We have all been through it. We have endured misery at the hands of our neighbors. Whether it is coming home to relentless noise through the walls, pet owners not cleaning up after their dog’s mess on the common areas, cigarette smoke wafting through the window from the Marlborough man next door, the tacky fuscia paint job adorning the front door of the sweet old lady across the street, the prickly pear bushes planted down the street that the Santa Anas blow on your yard alongside your rose garden, or the strange fascination your upstairs neighbor has with playing Whitney Houston as loud as possible on summer nights when your patio door is open.

Let’s face it, whether you live in a condominium, townhome or on an estate, we all face our neighbors at some point or another. Facing our neighbors can be good, bad, and just downright ugly. Thankfully, Southern California is swarming with community associations to control these miserable encounters. But do they?

Today, more than ever, Homeowner Associations are straining to keep costs to a minimum to maintain assessments and increase the overall property value. Of course, present economic conditions create substantial hardships on both Board of Directors and homeowners. Boards are forced to make critical decisions which may severely impact the financial livelihood of homeowners within the community, or alternatively, face negative impacts on property values or potential liability.

A growing trend is for Homeowner Associations to terminate community association management companies and take on self-management as the ultimate means to cut costs. At first, this endeavor appears as a selfless, noble, and efficient method to minimize the costs incurred by the Homeowners. Directors serving on the Board volunteer their time as the ultimate “thankless task” for their fellow homeowners. Unfortunately, a Board of Directors’ intent to save costs and defer maintenance as an efficient solution to increasing assessments is often illusory.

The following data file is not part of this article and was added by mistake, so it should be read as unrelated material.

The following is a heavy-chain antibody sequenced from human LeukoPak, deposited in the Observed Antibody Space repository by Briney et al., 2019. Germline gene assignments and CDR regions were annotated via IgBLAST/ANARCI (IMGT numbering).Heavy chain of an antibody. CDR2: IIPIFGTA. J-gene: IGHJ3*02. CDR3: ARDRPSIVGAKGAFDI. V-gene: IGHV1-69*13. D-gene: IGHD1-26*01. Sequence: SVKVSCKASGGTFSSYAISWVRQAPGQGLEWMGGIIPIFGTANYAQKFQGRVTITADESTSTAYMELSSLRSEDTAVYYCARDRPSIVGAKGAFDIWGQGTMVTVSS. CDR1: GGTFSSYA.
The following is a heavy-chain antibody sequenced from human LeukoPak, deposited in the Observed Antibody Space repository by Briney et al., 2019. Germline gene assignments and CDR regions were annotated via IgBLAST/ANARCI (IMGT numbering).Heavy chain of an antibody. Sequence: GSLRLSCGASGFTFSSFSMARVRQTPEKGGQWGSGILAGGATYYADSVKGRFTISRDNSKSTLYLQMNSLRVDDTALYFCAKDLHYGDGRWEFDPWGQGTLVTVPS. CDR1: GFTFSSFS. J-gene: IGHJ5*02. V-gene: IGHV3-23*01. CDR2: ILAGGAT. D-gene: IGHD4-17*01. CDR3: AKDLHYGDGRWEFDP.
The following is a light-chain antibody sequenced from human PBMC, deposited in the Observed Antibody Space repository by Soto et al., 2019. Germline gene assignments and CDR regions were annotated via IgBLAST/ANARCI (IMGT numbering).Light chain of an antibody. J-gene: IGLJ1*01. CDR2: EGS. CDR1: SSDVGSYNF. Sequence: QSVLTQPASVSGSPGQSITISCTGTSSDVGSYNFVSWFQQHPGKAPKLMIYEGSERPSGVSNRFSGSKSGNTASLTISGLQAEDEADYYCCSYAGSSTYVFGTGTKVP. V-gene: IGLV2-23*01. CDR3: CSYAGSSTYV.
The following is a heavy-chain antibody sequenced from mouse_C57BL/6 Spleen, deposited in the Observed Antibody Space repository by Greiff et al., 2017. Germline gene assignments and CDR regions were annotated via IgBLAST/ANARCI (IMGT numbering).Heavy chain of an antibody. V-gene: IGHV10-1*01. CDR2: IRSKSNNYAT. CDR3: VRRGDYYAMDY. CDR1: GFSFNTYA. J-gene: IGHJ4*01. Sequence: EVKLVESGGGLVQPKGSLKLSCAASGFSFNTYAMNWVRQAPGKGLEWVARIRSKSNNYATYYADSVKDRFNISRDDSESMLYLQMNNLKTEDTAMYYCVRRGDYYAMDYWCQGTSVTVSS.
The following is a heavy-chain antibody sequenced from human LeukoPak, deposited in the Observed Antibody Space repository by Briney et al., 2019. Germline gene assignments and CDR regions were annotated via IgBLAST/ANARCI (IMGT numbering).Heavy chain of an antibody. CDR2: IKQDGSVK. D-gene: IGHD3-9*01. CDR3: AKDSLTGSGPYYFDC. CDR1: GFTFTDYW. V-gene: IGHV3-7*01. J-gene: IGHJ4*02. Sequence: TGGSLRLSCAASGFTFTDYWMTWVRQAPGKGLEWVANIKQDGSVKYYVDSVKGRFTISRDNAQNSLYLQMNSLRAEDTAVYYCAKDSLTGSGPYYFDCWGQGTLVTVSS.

It all starts with termination of the community association management company. Most Homeowner Associations rely on the community association management company’s knowledge and understanding of community association law. California has detailed and vigorous requirements for all community associations. The Davis Stirling Act, also known as Title 6 of the California Civil Code sections 1350–1378, regulates community associations.

Homeowner Association Board of Directors that are aware of the Davis Stirling Act seldom comply with the requisite policies and actions mandated by the Act. Without a competent management company, or legal counsel, Boards are at a disadvantage when interpreting and complying with the Act. Often, Boards fail to incorporate the Davis Stirling Act with the CC&Rs, Bylaws, Rules and Regulations when determining the proper procedures to govern their associations.